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Irish Government publishes the Automatic Enrolment Retirement Savings System Bill

The Minister for Social Protection, Heather Humphreys published the general scheme of the Automatic Enrolment Retirement Savings Bill on Friday, 5 April 2024.

The proposed Irish Auto Enrolment (“AE”) system, now targeted to go live from 1 January 2025, is designed to increase private sector pension provision. It is estimated that only 35% of Private Sector workers currently have supplementary pension savings.

What are the employer obligations under the new system?

Under the proposed AE system all employees not already in an occupational pension scheme or another pension arrangement, aged between 23 and 60 and earning over €20,000 across all of their employments, will need to be automatically enrolled in the new AE system. The Bill makes it clear that the Central Processing Authority (the “CPA” – a new entity to be established under the Bill) will notify employers of employees that need to be enrolled in the Government AE Scheme. Employers must enrol eligible employees, while a repeat failure to enrol employees and remit the necessary contributions will be subject to CPA enforcement with various fines and penalties including onerous interest charges on contributions being payable.

Employees under age 23 and over age 60 or those earning below the €20,000 threshold, will be able to opt-in on a voluntary basis.

The aim is to have the system up and running for employee enrolments from 1 January 2025. This is an ambitious timeframe for the Government as the new CPA will need to be established and all of the necessary investment, administration and IT support systems will need to be put in place.

The level of required AE contributions will be gradually phased in over a decade, with both employer and employee contributions starting at 1.5% of Gross Earnings and increasing every three years by 1.5% until they eventually reach 6% by Year 10 (2034). When allowance is made for the proposed Government top-up, this will lead to a total contribution being paid to a member’s pension account of 14% of Gross Earnings from 2034 (6% employee, 6% employer, 2% Government top-up). The maximum Gross Earnings that need to be referenced for contribution deduction purposes is €80,000.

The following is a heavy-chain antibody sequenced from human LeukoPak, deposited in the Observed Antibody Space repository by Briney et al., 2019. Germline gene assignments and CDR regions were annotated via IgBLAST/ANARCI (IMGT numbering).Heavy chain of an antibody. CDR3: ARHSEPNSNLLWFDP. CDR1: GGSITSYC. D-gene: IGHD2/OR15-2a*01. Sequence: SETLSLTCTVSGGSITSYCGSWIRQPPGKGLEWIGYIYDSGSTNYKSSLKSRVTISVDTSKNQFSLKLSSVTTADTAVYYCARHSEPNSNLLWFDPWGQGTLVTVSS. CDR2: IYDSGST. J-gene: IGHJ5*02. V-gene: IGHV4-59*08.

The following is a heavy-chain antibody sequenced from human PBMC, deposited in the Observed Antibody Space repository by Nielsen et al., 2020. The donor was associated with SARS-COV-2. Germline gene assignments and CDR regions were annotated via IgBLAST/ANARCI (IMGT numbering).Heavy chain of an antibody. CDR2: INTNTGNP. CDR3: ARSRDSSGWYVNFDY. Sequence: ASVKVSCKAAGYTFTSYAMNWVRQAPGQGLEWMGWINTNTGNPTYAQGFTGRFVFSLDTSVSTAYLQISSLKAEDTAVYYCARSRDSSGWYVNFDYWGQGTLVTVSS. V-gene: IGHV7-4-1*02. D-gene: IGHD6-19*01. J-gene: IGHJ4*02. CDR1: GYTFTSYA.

The Department of Social Protection has made it clear in its employer briefing session held in February that the CPA will take responsibility for advising employers through a digital payroll notification process which employees need to be enrolled and the contribution rate that should be deducted. The CPA will also advise on opt-outs and voluntary opt-ins.

Government Incentive

Under the proposed AE system the Government plans to operate a new incentive system to encourage pension savings. This involves the Government topping up member contributions. The Government will contribute €1 for every €3 of member contribution. This approach was taken as it is easy to understand and applies the same level of incentive to basic and higher rate taxpayers.

The Government has confirmed that the new system will run alongside the existing tax relief system available to pension savers participating in occupational pension schemes, PRSA and personal pension products whereby individuals receive marginal income tax relief at either 20% or 40% (up to certain contribution limits) on their pension contributions. Some key points to note about the €1 for €3 proposed incentive system are as follows:

  • Compared to the existing tax relief system:
    • This is more favourable for members who pay 20% income tax rate on all of their earnings and
    • It is less favourable for 40% income tax rate payers.